Friday, September 22, 2006

Misc. Recent Film and Book News

Haven't seen Superman Returns, but I watched some DVDs of the first season of the old Superman tv show not long ago and found Jack Larson, the actor playing Jimmie Olson, rather handsome. I also found the relationship between him and Superman to be somewhat gay, at least on Jimmie's side. I'd read somewhere that Larson had once turned down a proposition from James Dean, and then recently I read that actor is, in fact, gay:
After a particularly humiliating encounter with the producer Mervyn LeRoy in 1961 — “He started castigating the casting director right in front of me, saying, “I can’t have him in my film! He’s Jimmy Olsen!’ ” — Mr. Larson sought advice from his onetime lover, the actor Montgomery Clift. He remembers the meeting at the Bel Air Hotel.

“Monty said, ‘This is going to continue,’ ” Mr. Larson recalled. “ ‘Don’t put yourself in these situations anymore. You need to leave this behind.’ And that’s when I decided to quit acting.”

He focused instead on his writing, becoming an award-winning playwright and librettist, receiving the first Rockefeller Foundation grant ever awarded to a playwright. He collaborated with composers including Virgil Thomson, Irving Fine and Ned Rorem, and his rhymed verse plays were performed all over the world. He was also a producer on films like “The Paper Chase,” “Urban Cowboy” and “Bright Lights, Big City,” often working with his domestic partner, the director James Bridges, with whom he lived for 35 years before Mr. Bridges’s death in 1993.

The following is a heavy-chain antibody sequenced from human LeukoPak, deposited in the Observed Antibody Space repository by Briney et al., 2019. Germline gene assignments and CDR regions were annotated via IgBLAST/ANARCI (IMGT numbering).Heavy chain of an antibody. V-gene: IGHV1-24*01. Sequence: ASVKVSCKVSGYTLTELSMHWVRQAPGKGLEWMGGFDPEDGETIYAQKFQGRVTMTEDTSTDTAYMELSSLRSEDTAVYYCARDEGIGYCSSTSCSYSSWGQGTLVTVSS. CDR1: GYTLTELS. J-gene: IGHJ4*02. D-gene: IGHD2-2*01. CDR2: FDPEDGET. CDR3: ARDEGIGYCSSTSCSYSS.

Also, the Chicago Tribune recently asked Jack Larson and Noel Neill their opinions of the movie Hollywoodland.

Publishers Weekly recently asked Andrew Holleran an interesting question:
"Why was it so hard to get an author photo from Hyperion?

[Holleran:]"I never wanted photos from the beginning. It's just a privacy issue. When Dancer came out, I thought: "I'm a gay man, I've written a gay book, I'm living in New York. If I go out to the baths or to the bars I don't want people to say, "Oh, that's so-and-so." Writing is being anonymous, it's being the voyeur. I need the cover."

PW's look at the state of gay publishing includes a profile of several interesting books.

One of my favorite reporters for the Chicago Tribune, Patrick T. Reardon, recently came across a book that got his attention (as it did mine--I bought it a couple months ago) and was inspired to make a list of "Ten-Plus-One Novels I Like That You Might Like."

New Directions = Nude Erections? Well done, Ezra Pound. The venerable publisher turns 70.



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